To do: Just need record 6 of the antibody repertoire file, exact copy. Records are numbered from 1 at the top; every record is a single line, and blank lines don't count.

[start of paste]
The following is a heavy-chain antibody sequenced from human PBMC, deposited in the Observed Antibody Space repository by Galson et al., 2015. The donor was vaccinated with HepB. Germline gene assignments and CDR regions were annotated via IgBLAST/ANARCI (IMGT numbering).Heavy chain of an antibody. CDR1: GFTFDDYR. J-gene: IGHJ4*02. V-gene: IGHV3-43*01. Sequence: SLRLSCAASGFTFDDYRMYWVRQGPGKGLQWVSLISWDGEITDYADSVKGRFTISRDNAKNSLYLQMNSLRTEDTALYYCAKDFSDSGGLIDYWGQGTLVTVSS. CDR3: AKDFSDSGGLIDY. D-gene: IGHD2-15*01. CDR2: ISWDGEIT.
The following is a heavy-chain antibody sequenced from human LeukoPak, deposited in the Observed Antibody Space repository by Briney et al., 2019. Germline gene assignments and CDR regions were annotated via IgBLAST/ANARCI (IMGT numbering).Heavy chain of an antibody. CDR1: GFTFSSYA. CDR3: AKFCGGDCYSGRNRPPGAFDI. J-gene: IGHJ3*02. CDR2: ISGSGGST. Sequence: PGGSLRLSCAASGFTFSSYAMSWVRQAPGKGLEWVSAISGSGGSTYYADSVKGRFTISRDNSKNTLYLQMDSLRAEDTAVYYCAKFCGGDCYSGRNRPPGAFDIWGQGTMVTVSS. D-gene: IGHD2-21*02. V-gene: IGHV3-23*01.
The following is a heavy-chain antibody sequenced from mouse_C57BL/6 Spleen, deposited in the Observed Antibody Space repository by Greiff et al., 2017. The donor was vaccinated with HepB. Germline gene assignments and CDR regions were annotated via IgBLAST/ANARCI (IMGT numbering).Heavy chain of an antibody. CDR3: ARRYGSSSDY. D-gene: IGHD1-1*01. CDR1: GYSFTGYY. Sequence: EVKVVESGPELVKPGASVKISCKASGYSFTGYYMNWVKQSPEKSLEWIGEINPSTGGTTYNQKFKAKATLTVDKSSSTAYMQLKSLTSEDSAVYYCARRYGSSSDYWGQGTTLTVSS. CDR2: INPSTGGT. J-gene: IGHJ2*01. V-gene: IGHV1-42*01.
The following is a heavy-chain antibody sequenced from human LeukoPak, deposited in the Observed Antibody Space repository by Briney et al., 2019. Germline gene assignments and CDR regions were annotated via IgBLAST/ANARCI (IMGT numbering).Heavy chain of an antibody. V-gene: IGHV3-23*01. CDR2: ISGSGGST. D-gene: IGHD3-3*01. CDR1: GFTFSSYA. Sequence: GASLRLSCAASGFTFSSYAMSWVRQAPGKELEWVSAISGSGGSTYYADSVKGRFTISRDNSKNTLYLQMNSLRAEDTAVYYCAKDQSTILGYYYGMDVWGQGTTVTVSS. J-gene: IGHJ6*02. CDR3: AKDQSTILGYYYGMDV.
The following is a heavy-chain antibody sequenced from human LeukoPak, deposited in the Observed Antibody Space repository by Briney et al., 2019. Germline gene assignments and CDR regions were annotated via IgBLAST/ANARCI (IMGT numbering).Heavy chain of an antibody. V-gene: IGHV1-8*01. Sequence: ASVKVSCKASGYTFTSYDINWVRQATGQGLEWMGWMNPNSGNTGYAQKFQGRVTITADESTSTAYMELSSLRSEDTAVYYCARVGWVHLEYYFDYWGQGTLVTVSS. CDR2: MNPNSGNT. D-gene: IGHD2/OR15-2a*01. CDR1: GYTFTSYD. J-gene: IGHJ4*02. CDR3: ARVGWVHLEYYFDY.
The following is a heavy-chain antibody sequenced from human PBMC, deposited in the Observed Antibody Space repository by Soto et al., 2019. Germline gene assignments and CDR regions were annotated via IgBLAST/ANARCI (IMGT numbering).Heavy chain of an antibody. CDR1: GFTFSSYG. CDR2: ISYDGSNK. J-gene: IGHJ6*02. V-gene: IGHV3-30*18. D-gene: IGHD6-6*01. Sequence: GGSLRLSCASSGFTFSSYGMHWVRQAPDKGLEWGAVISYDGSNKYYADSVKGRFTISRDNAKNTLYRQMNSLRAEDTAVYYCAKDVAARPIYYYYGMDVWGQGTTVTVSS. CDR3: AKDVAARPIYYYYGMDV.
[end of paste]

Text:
The following is a heavy-chain antibody sequenced from human PBMC, deposited in the Observed Antibody Space repository by Soto et al., 2019. Germline gene assignments and CDR regions were annotated via IgBLAST/ANARCI (IMGT numbering).Heavy chain of an antibody. CDR1: GFTFSSYG. CDR2: ISYDGSNK. J-gene: IGHJ6*02. V-gene: IGHV3-30*18. D-gene: IGHD6-6*01. Sequence: GGSLRLSCASSGFTFSSYGMHWVRQAPDKGLEWGAVISYDGSNKYYADSVKGRFTISRDNAKNTLYRQMNSLRAEDTAVYYCAKDVAARPIYYYYGMDVWGQGTTVTVSS. CDR3: AKDVAARPIYYYYGMDV.